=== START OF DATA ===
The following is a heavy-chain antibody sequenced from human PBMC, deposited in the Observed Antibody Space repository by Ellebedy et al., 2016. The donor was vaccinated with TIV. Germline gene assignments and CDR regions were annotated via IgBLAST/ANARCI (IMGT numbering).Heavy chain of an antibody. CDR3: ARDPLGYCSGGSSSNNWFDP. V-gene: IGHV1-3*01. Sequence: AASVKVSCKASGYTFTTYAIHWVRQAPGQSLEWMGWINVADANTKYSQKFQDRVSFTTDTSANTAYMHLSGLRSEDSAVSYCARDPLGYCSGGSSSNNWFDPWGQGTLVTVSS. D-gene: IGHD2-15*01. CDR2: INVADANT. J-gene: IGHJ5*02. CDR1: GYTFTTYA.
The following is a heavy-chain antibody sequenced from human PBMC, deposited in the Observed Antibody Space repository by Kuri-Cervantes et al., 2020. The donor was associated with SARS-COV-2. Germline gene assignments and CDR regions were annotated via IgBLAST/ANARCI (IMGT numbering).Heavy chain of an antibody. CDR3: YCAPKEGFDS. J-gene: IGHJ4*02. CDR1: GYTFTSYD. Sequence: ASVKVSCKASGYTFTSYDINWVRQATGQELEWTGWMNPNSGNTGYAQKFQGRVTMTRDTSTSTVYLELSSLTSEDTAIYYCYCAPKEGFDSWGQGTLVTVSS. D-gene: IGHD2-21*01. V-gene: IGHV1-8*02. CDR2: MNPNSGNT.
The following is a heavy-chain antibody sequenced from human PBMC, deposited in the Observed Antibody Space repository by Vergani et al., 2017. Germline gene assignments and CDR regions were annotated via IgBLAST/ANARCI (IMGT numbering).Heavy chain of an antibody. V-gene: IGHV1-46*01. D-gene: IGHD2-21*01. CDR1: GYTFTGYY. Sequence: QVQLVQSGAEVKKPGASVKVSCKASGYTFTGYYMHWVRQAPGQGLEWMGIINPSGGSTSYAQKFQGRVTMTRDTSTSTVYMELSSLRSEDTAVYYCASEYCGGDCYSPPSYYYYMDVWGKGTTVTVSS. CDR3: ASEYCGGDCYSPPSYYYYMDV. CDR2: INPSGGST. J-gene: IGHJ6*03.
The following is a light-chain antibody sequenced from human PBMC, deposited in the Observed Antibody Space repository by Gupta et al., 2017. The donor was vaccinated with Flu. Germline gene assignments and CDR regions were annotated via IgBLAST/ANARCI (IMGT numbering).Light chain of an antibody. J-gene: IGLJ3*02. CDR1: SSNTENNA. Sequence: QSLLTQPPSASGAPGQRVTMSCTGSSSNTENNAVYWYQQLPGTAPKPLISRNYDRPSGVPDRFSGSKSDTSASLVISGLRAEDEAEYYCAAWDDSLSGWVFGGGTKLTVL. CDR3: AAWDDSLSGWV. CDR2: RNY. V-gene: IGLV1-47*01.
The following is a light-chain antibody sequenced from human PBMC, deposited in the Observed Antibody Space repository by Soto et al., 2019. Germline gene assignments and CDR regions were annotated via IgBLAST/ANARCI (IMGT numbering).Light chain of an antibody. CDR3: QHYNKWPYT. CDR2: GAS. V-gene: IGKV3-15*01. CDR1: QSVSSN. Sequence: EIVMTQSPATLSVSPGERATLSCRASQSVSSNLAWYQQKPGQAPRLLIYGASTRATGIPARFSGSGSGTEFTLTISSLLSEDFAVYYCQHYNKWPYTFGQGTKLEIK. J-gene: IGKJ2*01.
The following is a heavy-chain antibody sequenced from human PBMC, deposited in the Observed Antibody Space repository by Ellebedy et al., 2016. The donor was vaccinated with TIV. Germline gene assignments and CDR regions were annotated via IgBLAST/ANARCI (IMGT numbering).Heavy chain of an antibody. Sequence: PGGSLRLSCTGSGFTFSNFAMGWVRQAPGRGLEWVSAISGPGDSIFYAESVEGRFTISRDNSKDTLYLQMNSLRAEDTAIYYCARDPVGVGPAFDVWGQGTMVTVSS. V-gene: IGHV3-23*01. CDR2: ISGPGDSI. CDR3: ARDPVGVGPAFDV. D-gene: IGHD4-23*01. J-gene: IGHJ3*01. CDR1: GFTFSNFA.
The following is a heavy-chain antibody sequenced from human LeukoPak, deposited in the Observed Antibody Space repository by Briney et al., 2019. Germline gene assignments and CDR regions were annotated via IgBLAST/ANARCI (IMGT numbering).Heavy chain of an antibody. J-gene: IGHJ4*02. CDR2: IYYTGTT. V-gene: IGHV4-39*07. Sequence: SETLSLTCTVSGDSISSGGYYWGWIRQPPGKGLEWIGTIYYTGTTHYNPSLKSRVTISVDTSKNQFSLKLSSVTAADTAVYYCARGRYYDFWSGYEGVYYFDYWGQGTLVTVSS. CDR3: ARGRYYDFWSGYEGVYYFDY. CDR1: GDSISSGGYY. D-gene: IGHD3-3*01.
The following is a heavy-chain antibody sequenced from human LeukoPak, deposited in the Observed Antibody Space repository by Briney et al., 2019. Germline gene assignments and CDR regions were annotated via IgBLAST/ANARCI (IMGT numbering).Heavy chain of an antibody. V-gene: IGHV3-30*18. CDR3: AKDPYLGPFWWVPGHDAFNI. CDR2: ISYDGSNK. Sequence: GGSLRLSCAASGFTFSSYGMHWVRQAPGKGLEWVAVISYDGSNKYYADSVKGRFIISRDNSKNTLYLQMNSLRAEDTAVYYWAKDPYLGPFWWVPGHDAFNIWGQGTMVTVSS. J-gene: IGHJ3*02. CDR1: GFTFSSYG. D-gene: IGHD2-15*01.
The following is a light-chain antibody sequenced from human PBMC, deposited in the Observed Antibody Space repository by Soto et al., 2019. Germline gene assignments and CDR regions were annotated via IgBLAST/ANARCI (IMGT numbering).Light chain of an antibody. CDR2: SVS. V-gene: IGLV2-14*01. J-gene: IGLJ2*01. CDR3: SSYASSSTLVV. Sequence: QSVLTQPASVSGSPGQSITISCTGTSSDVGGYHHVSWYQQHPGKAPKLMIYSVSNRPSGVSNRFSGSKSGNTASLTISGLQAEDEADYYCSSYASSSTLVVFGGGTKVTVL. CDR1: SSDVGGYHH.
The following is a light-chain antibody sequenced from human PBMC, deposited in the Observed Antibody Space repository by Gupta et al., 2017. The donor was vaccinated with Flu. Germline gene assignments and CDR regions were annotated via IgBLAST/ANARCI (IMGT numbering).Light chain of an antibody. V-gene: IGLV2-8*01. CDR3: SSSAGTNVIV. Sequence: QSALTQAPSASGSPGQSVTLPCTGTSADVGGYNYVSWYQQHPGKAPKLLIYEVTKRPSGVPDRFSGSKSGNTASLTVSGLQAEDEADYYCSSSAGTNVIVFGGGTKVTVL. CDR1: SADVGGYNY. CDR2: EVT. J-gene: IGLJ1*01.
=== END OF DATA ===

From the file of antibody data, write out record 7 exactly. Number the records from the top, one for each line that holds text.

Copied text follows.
The following is a heavy-chain antibody sequenced from human LeukoPak, deposited in the Observed Antibody Space repository by Briney et al., 2019. Germline gene assignments and CDR regions were annotated via IgBLAST/ANARCI (IMGT numbering).Heavy chain of an antibody. J-gene: IGHJ4*02. CDR2: IYYTGTT. V-gene: IGHV4-39*07. Sequence: SETLSLTCTVSGDSISSGGYYWGWIRQPPGKGLEWIGTIYYTGTTHYNPSLKSRVTISVDTSKNQFSLKLSSVTAADTAVYYCARGRYYDFWSGYEGVYYFDYWGQGTLVTVSS. CDR3: ARGRYYDFWSGYEGVYYFDY. CDR1: GDSISSGGYY. D-gene: IGHD3-3*01.